NC: Talk it Out addresses preventing underage drinking

Mark Willingham Uncategorized

NC:  Talk it Out addresses preventing underage drinking

Hickory Record

By Michael Praats

October 7, 2016

HICKORY – Thirty-eight percent of eighth-graders in North Carolina say they have tried alcohol at least once, according to the North Carolina Youth Risk Behavior Survey. By the age of 15, the number of teens admitting to trying alcohol increases to 50 percent.

Because of the startling numbers, North Carolina developed the Talk it Out program, an educational program that encourages parents to talk to their middle school aged children about the dangers of underage drinking.

North Carolina ABC Coalitions Director Kat Haney will speak about the campaign, which is designed to raise awareness and give parents the right tools for talking to kids about the dangers of underage drinking.

The event is scheduled Wednesday at the Highland Recreation Center at 10 a.m. and brunch will be provided.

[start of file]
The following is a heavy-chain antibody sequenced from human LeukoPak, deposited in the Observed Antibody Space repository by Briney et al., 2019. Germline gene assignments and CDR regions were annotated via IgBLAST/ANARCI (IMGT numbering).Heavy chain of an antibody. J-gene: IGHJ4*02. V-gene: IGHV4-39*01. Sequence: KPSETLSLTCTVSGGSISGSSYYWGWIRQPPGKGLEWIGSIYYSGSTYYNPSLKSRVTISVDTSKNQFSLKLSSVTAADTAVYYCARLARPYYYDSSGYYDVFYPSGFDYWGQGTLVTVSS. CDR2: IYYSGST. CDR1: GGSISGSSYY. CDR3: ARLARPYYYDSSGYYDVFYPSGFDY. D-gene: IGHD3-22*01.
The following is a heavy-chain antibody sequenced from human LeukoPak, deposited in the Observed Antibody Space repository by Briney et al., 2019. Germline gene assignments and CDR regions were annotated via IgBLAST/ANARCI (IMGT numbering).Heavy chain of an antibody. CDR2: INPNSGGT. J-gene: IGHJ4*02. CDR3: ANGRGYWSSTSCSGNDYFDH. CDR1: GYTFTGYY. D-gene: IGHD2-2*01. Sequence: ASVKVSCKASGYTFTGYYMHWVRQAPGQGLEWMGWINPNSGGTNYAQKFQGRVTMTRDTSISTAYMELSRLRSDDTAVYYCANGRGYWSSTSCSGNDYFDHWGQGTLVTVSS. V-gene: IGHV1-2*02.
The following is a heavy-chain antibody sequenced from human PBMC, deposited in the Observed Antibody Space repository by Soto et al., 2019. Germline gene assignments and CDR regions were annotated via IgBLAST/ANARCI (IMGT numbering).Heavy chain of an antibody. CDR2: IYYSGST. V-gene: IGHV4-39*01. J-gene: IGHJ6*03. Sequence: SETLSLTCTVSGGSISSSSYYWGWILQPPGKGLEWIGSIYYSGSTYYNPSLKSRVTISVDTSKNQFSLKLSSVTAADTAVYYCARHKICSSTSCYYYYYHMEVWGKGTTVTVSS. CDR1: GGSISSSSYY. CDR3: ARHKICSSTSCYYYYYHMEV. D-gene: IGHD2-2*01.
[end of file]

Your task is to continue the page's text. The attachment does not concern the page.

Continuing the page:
“We ask that anyone who has contact with middle/high school age students to attend this informational meeting on how we as a community can address the issue of underage drinking,” Kayla Bumgarner, coordinator for Safe Kids Catawba County said.

The program attempts to provide parents with information as well as conversation starters to discuss the issue of underage drinking amongst adolescents.

Talk it Out provides tips for discussing underage drinking with children such as talking often, talking clearly and not worrying about being hypocritical when setting a no-alcohol policy for their children.

Talk it Out’s website says more children believe underage drinking is a problem compared to parents and adults.

“When 94 percent f our NC students say underage drinking is a problem, it’s time we address it,” Bumgarner said. “In our community meeting we will learn proven methods every family can use to educate, to set boundaries and to create the kinds of relationships that keep middle school kids from turning to alcohol in the first place.”

The impact of underage drinking is more prevalent than most people think; in the state alone, one person each week dies from underage drinking, according to the organization’s fact sheet. The amount of teen deaths from alcohol are higher than all other illicit drugs combined.